The World Health Organization is investigating whether there is a link between manufacturers of contaminated cough syrups it has linked to the deaths of more than 300 children in three countries.
Citing “unacceptable levels” of toxins in the products, WHO is seeking more information on the specific raw materials used by six manufacturers in India and Indonesia to produce drugs linked to the recent deaths, and whether the companies have obtained from some of the same suppliers, a person familiar with the matter told Reuters.
The WHO has not named any suppliers.
The WHO is also considering advising families worldwide to reassess the use of cough syrups for children in general, while questions about the safety of some of these products remain unresolved, the person said.
WHO experts are evaluating the evidence on whether, and when, such products are medically necessary for children, the person said.
Child deaths from acute kidney injury began in Gambia in July 2022, followed by cases in Indonesia and Uzbekistan.
The WHO has said the deaths are linked to over-the-counter cough syrups the children were taking for common illnesses that contain a known toxin, either diethylene glycol or ethylene glycol.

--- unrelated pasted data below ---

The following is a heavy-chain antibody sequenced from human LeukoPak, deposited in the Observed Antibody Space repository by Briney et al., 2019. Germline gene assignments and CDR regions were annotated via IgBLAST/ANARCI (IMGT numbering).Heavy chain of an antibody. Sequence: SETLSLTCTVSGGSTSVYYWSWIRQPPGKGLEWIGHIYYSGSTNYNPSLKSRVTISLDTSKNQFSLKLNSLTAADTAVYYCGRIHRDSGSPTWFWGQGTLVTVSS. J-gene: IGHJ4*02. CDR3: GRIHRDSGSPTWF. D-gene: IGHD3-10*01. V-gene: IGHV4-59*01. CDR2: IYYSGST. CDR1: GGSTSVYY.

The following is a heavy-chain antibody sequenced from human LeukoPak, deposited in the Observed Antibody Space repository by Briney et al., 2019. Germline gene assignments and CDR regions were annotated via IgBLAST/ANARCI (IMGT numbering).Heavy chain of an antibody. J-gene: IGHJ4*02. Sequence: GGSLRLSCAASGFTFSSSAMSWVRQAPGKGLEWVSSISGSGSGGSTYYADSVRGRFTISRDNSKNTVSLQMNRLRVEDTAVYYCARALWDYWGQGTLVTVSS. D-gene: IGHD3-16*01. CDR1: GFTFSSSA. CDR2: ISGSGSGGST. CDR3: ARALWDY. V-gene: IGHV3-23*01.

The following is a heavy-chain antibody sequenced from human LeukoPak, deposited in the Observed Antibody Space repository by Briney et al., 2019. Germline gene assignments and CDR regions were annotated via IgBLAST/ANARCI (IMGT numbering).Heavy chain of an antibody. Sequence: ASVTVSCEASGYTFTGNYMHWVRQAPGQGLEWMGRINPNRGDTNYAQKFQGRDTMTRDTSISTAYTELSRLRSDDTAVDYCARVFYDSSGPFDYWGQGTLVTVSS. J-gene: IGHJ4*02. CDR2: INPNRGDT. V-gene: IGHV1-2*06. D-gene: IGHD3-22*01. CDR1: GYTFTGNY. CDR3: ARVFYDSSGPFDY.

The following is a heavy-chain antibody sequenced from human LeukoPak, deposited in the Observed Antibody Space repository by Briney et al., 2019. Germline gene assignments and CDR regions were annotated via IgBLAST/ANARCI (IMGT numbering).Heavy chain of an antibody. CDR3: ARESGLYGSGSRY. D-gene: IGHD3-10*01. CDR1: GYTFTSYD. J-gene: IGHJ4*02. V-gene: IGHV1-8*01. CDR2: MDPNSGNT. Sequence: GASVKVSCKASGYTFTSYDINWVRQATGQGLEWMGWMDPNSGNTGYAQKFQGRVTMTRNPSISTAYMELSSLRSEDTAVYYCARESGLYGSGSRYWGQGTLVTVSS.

To date, WHO has identified six drug companies in India and Indonesia that produced the syrups.
These manufacturers have declined to comment on the investigation or denied using contaminated materials that contributed to any deaths.
Reuters has no evidence of wrongdoing by the companies the WHO has named.
“This is our top priority, that there will be no more child deaths from something so preventable,” said WHO spokeswoman Margaret Harris, without commenting further on the details of the organization’s work.
The United Nations health agency said Monday it had expanded its investigation into possible diethylene glycol and ethylene glycol contamination in cough syrups to four additional countries where the same products might be on sale: Cambodia, the Philippines, East Timor and Senegal.
It called on other governments and the global pharmaceutical industry to implement urgent controls to stamp out substandard drugs and improve regulation.
The International Federation of Pharmaceutical Manufacturers and Associations (IFPMA) said in an emailed statement Tuesday that its members are “already doing what the WHO calls for,” in accordance with national and international guidelines.
The WHO is expected to comment further on the cough syrup situation at a press conference later on Tuesday.